A year after his 2013 election, Francis appointed Australian Cardinal George Pell as prefect of the new Secretariat for the Economy. His mandate: to bring transparency and accountability to Curial finances. Pell was subsequently sidelined by the need to defend himself (ultimately successfully) at his own trial in Australia for sexual abuse.
In 2015 the Pope hired Libero Milone as the first-ever Vatican auditor general; he was hampered (an independent audit by accounting giant PricewaterhouseCoopers he ordered was suspended by another curial department) and eventually shut out of the offices he was supposed to be auditing.
Now, in process for over a year is the Vatican City courtroom trial of disgraced Cardinal Giovanni Becciu (photo), former “Sostituto” for General Affairs at the Vatican’s Secretariat of State, then Prefect of the Congregation for the Causes of the Saints. The trial began on July 27, 2021.
The cast of characters involved in the activities leading to the trial includes Italian businessman Raffaele Mincione, who was given millions of euros borrowed in collateral-secured loans by the Vatican — under the direction of Cardinal Becciu — to invest in companies owned by him; Gianluigi Torzi, another Italian businessman arrested in Vatican City for fraud, embezzlement, money laundering and extortion, who skipped out on his bond and fled to London; and Italian Cecilia Morogna, who was paid by Becciu as a self-styled “global security analyst” and made the unverified claim at trial that she had negotiated the release of kidnapped nuns.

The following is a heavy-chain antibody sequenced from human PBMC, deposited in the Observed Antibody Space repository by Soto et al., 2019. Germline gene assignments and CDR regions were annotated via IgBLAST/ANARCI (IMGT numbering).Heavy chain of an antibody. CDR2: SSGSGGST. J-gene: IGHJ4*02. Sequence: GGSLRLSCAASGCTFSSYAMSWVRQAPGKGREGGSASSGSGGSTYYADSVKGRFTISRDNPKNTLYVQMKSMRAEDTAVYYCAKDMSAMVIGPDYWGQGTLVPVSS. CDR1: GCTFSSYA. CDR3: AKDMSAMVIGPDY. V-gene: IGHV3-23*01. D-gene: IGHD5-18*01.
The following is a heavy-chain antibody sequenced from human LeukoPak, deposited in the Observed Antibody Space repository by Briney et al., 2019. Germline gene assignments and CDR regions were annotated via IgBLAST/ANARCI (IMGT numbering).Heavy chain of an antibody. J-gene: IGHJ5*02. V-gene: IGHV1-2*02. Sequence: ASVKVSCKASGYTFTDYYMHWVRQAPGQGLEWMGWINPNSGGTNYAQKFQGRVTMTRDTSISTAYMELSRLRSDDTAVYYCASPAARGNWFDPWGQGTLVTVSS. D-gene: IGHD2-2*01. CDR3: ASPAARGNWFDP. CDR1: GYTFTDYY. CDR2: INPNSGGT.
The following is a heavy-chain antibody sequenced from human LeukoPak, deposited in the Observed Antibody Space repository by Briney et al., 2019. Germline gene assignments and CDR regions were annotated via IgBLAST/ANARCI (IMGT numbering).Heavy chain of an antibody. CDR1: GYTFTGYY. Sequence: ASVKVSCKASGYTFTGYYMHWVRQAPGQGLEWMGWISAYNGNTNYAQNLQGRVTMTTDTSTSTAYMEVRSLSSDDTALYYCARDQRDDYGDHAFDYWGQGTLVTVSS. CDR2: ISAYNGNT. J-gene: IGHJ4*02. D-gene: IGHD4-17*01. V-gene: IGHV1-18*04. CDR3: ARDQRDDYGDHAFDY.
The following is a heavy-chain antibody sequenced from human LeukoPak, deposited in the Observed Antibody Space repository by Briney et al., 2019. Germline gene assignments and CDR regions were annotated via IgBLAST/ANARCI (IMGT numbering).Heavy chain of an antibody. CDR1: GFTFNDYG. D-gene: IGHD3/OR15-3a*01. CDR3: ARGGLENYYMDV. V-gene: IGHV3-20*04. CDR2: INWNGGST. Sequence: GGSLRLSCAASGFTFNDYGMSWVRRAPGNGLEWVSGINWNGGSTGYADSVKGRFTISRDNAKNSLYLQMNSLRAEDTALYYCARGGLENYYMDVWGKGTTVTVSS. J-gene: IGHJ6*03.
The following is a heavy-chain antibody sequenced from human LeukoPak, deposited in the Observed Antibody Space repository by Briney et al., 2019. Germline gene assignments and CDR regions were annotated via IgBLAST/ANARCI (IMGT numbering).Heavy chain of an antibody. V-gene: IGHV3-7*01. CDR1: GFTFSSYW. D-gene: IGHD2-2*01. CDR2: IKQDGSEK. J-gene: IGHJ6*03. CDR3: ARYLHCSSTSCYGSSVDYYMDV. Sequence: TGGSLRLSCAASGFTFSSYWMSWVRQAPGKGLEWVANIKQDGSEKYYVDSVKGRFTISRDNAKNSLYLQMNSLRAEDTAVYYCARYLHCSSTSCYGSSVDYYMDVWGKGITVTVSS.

The Becciu trial specifically concerns the 2018 London real estate deal which the Vatican bank found in 2019 to be suspicious, triggering an investigation.
In 2020, prosecutors met with Pope Francis and presented a dossier of evidence against Cardinal Becciu concerning a range of possible financial crimes. The Pope ordered Becciu to resign the rights and privileges of a cardinal and sacked him as head of the Congregation for the Causes of Saints.
This year, on May 5, (former Cardinal) Becciu returned to the stand for the second time during his ongoing trial, and testified that accusations that he misused Vatican funds were “unfounded,” and that “there was never any objection” to the property deal from Pope Francis and Cardinal Pietro Parolin, Vatican Secretary of State. “In fact,” he said, “they were happy when it went well,” initially producing nearly 10 million euros in annual returns. (Eventually the Vatican seems to have lost perhaps 200 million euro on the deal, which finally closed on July 1 of this year.) Becciu maintains that he was “the victim of a plot hatched against me” and is innocent.n